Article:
Ted Poston was born in Hopkinsville in 1906. He attended an African American high school in Hopkinsville and earned his bachelor's degree in Nashville. In 1928, he moved to New York and joined the Harlem Renaissance. There, he became the first African American writer on staff at the New York Post and the first to make a career at a white mainstream paper, where he covered the major events of the Civil Rights Era. Kentucky New Era Opinion Editor Jennifer Brown joins Kate Lochte on Sounds Good to preview her "Ted Talk" coming up in March, with more about Hopkinsville's own, the "Dean of Black Journalists," Ted Poston.
Note: The talk was originally scheduled for Thursday, February 19, but due to weather has been rescheduled to 5:30 p.m. on Thursday, March 12 at the Hopkinsville Christian County Library on Bethel Street in downtown Hopkinsville.
Ted Poston was born into a large family in Hopkinsville in 1906. His parents were both educators. He graduated from the African American high school in 1924 and within weeks he hitchhiked to Nashville and enrolled in the Tennessee Agriculture and Industrial School, where he earned his bachelor's degree. In 1928, he found himself in New York and in the thick of the Harlem Renaissance, where he began his journalism career.
Poston had two older brothers who had been producing a newspaper called The Contender, which started in Hopkinsville, then moved to Nashville, then north to Detroit and finally to New York. Ted Poston wrote for his brothers and several different publications and began freelancing for the New York Post. The editor of the Post paid him by the column inch, but he produced so much copy that he was eventually put on staff, becoming the first African American to do so and the first to make a career at a white mainstream paper. The Post was a different paper then than it is today, Brown says, it was respected for serious coverage especially of the Civil Rights Era.
Poston covered the Scottsboro Trial, Brown V. Board of Education, the Emmett Till lynching trial, George Wallace's stand inside the Alabama school door, and a rape trial in Florida which resulted in him being nominated for the Pulitzer. He didn't win the Pulitzer that year, but won the George Polk Award, a high journalism award. Fifty years after that coverage appeared in the post in 1949, the series he wrote, "Horror in the Sunny South," was selected by the New York University School of Journalism as one of the 100 best works of journalism in the 20th Century, ranked among the Watergate coverage, reports from WWII and Edward R. Murrow's expose of Joseph McCarthy. Brown says people who studied journalism recognized how good Ted Poston's work was.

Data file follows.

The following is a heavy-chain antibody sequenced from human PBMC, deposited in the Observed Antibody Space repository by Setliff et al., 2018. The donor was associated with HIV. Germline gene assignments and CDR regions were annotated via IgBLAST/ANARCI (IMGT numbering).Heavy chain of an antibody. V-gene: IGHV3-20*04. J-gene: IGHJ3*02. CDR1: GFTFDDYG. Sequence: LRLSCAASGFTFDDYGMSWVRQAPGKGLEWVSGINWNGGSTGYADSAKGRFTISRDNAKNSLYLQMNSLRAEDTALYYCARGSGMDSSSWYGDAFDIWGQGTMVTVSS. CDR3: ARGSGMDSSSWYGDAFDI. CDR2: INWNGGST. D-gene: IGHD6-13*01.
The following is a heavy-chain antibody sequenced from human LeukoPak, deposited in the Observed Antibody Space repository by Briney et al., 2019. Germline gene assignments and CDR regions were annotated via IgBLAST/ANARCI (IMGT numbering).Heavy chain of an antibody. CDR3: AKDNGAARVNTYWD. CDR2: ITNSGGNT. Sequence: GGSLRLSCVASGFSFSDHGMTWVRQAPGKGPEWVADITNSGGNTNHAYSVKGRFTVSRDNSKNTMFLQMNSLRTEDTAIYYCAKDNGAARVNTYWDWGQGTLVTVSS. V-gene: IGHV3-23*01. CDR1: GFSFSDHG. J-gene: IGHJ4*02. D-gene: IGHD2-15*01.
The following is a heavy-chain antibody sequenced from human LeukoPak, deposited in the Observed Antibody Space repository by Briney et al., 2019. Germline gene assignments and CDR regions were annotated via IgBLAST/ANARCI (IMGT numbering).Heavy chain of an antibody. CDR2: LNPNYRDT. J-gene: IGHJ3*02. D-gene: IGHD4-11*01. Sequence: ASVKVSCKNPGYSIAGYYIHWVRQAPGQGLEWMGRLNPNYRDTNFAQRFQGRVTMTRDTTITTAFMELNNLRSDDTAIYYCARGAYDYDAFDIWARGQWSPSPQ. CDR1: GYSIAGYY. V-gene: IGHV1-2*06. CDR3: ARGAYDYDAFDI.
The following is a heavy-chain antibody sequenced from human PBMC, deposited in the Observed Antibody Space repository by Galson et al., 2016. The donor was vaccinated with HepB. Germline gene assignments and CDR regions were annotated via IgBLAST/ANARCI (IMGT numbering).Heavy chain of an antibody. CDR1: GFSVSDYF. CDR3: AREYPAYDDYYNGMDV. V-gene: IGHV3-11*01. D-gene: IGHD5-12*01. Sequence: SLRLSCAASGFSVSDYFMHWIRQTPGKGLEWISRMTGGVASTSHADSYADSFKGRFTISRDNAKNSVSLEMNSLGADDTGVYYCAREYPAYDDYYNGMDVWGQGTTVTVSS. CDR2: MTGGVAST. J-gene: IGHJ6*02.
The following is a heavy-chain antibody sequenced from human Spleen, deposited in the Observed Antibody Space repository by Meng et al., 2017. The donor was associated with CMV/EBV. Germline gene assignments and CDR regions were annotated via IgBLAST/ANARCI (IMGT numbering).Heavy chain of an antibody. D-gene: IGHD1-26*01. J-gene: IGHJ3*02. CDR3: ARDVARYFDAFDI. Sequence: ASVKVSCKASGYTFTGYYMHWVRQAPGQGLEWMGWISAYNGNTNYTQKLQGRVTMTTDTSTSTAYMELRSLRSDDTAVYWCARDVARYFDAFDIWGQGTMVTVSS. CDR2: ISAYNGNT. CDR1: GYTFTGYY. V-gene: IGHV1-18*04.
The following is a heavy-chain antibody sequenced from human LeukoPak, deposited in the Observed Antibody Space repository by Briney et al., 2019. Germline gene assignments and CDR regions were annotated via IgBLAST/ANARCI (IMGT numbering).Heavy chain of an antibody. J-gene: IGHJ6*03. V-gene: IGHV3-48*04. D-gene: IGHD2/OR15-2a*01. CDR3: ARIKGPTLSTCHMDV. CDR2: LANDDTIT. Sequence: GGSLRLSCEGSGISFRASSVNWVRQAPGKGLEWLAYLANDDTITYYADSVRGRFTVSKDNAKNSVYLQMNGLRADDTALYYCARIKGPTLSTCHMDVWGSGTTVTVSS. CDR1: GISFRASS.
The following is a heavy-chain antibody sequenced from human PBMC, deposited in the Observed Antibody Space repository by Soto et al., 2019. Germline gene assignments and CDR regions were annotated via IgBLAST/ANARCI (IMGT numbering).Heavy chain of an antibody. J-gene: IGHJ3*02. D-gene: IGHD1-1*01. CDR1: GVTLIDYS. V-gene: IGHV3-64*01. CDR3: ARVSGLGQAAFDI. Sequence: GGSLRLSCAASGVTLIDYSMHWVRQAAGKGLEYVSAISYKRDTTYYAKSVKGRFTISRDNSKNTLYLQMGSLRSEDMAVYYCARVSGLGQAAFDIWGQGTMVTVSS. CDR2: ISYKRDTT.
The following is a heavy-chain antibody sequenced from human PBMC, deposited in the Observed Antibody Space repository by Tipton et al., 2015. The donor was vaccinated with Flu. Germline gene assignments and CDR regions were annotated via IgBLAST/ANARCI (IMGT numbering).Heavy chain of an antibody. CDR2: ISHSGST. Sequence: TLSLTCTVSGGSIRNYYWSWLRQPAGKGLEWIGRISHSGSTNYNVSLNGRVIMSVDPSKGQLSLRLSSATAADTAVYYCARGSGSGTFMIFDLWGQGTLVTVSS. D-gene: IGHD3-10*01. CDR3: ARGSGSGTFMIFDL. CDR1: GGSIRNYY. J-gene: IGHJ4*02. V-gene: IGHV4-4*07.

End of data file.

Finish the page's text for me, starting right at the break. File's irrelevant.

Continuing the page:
Kathleen Hauke edited The Dark Side of Hopkinsville, stories of Poston's early life, which weren't journalism stories but "embellishments." While researching Langston Hughes she came across Poston. She was then teaching at an African American College in Atlanta when she learned that a publication was being put together of some of the great black writers. She volunteered to write something about Poston and became acquainted with his friend Henry Lee Moon, who had mentioned that he had a few short stories about Poston's childhood. The stories were set around 1912 to 1915 when Ted was in elementary school. Stories of his antics with his friends and their view of the world - watching black leaders in Hopkinsville and how they dealt with the white community.
More about the "Ted Talk" at Hopkinsville New Era